Announcements

Job Offers

"Tweeting Growers"

Top 5 -yesterday

Top 5 -last week

Top 5 -last month

Techno-economic feasibility of vegetable residue return in Chinese solar greenhouses

The tremendous scale of protected vegetable cultivation in China incidentally produces considerable vegetable residue (the remaining parts of plants after the final harvest), a group of researchers says. They looked into the low use rate of vegetable residue, resulting in nutrient waste and environmental pressure in China. 

A recent study puts forward vegetable residue directly returned to the soil and investigated its feasibility. Residue return was steadily conducted 5 times in a Chinese solar greenhouse with the cucumber–tomato rotation pattern. Results showed that residue return increased the soil alkali-hydrolyzed nitrogen and available potassium contents by 4.97–26.22% and 9.31–21.92%, respectively, along with slightly reduced soil pH and bulk density by 1.00–5.39% and 6.72–11.81%, respectively. Gemmatimonadetes, Firmicutes, Acidobacteria, Basidiomycota, and Mortierellomycota were the major phyla with noticeable changes when residue return was conducted 5 times. Fruit yield began to obtain a remarkable increase by 5.81–9.26 t·ha−1 after residue return was conducted 3 times, bringing about additional profits of 5382.0–8519.2 USD·ha−1.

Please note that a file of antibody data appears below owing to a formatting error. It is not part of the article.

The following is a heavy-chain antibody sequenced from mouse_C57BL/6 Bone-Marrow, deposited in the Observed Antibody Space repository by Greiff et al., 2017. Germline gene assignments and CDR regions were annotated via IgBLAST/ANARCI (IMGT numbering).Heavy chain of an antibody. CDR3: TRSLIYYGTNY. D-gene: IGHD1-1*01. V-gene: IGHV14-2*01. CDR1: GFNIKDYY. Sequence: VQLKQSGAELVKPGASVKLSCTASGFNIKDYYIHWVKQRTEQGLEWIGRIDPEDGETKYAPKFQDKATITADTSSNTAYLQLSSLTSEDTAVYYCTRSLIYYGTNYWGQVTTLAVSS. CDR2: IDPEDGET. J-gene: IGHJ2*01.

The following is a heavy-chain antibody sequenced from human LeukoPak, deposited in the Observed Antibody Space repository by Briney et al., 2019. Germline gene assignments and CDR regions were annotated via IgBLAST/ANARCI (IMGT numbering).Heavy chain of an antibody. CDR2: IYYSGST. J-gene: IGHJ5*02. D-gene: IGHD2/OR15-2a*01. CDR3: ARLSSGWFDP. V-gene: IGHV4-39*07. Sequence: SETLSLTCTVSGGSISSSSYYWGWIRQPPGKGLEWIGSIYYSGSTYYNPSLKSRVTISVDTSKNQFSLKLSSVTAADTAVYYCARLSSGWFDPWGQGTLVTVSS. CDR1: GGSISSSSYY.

"Residue return could cut down the disposal expense of vegetable residues by 480.89 USD·ha−1. Moreover, residue return could supplement nutrients to soil, potentially contributing to reducing chemical fertilizer inputs. In conclusion, in situ vegetable residue return could be considered to be a feasible and sustainable use technique for vegetable residues in the Chinese solar greenhouse," they conclude. 

Read the complete research at www.mdpi.com.


Publication date:



Receive the daily newsletter in your email for free | Click here


Other news in this sector:


Facebook Twitter Rss LinkedIn

© HortiDaily.com 2021

Sign up for our daily Newsletter and stay up to date with all the latest news!

Subscribe I am already a subscriber